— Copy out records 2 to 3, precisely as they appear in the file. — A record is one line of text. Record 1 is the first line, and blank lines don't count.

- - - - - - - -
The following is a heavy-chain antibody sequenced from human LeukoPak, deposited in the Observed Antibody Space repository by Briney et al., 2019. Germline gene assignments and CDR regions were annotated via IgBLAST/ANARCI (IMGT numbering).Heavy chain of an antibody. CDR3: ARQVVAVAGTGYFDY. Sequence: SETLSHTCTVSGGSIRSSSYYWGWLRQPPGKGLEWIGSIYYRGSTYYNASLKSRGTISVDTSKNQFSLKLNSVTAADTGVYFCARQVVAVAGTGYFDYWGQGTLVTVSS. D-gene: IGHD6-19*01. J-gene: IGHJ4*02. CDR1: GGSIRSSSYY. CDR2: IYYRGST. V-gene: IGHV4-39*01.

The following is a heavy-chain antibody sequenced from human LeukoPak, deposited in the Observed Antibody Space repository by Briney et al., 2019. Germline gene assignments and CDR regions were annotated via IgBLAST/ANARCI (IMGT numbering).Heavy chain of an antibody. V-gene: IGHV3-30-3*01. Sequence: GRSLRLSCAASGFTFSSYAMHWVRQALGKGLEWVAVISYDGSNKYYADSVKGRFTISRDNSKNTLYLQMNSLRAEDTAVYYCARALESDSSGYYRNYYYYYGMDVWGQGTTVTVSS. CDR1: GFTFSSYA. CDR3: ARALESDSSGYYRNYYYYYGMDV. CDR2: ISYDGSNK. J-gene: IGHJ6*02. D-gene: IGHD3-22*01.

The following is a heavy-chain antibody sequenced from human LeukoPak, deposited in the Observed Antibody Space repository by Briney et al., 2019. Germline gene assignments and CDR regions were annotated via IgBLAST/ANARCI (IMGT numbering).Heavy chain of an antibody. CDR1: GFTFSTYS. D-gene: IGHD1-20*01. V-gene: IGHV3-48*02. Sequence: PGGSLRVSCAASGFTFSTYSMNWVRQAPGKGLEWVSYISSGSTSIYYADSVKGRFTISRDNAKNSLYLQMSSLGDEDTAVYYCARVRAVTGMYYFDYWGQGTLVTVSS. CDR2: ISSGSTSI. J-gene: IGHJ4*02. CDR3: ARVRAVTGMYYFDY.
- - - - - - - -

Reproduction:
The following is a heavy-chain antibody sequenced from human LeukoPak, deposited in the Observed Antibody Space repository by Briney et al., 2019. Germline gene assignments and CDR regions were annotated via IgBLAST/ANARCI (IMGT numbering).Heavy chain of an antibody. V-gene: IGHV3-30-3*01. Sequence: GRSLRLSCAASGFTFSSYAMHWVRQALGKGLEWVAVISYDGSNKYYADSVKGRFTISRDNSKNTLYLQMNSLRAEDTAVYYCARALESDSSGYYRNYYYYYGMDVWGQGTTVTVSS. CDR1: GFTFSSYA. CDR3: ARALESDSSGYYRNYYYYYGMDV. CDR2: ISYDGSNK. J-gene: IGHJ6*02. D-gene: IGHD3-22*01.

The following is a heavy-chain antibody sequenced from human LeukoPak, deposited in the Observed Antibody Space repository by Briney et al., 2019. Germline gene assignments and CDR regions were annotated via IgBLAST/ANARCI (IMGT numbering).Heavy chain of an antibody. CDR1: GFTFSTYS. D-gene: IGHD1-20*01. V-gene: IGHV3-48*02. Sequence: PGGSLRVSCAASGFTFSTYSMNWVRQAPGKGLEWVSYISSGSTSIYYADSVKGRFTISRDNAKNSLYLQMSSLGDEDTAVYYCARVRAVTGMYYFDYWGQGTLVTVSS. CDR2: ISSGSTSI. J-gene: IGHJ4*02. CDR3: ARVRAVTGMYYFDY.